Missouri Judicial Selection Amendment (2011)

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The Missouri Judicial Selection Initiative did not appear on the November 2011 general election ballot in the state of Missouri as an initiated constitutional amendment.[1]


At the time of the proposal, the state of Missouri used what was known as the Missouri Plan. This method for the selection of state-level judges was used in 11 U.S. states in 2011. The Missouri Plan combined appointment and election of judges. Under the plan, when there was a judicial vacancy, a list of candidates to fill the vacancy were selected by a commission; in Missouri, the commission was the Missouri Appellate Judicial Commission. Three names were forwarded to the governor who had sixty days to select one. If the governor did not select one of the three to fill the position within those sixty days, the committee would then make the selection. At the general election soonest after the completion of one year service, the judge would stand in a retention election. If a majority voted against retention, the judge was removed from office, and the process started anew[2].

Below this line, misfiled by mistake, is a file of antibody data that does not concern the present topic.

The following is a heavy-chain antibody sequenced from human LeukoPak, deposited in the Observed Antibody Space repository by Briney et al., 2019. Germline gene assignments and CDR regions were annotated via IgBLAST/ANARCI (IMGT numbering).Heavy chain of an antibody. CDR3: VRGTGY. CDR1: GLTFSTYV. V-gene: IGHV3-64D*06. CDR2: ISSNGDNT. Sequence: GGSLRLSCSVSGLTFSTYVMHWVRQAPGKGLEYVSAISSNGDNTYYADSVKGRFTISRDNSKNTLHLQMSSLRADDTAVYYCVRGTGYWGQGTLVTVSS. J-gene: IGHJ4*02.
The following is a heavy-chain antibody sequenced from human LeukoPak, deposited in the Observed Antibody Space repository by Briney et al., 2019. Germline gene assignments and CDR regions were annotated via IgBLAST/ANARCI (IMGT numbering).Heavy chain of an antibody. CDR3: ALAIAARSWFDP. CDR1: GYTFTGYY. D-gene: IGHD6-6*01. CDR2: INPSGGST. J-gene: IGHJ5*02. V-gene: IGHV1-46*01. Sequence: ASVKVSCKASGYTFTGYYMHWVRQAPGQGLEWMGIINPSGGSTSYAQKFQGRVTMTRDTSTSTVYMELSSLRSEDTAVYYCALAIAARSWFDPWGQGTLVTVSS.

2010 effort

See also: Missouri Judicial Selection Amendment (2010)

In 2010, a citizen initiative effort failed to qualify for the ballot after proponents failed to collect sufficient signatures. The proposed constitutional amendment would have allowed the governor to select his or her own judge to rule on the Missouri Supreme Court. The state senate would then have had to confirm the appointment of the judge, similar to the federal courts process. The group began the petition drive in order to eliminate the current "Missouri Plan" which they said was prone to being influenced by special interest groups.[3][4]

See also

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Proposed ballot measures that were not on a ballotMissouri Judicial Selection Amendment (2010)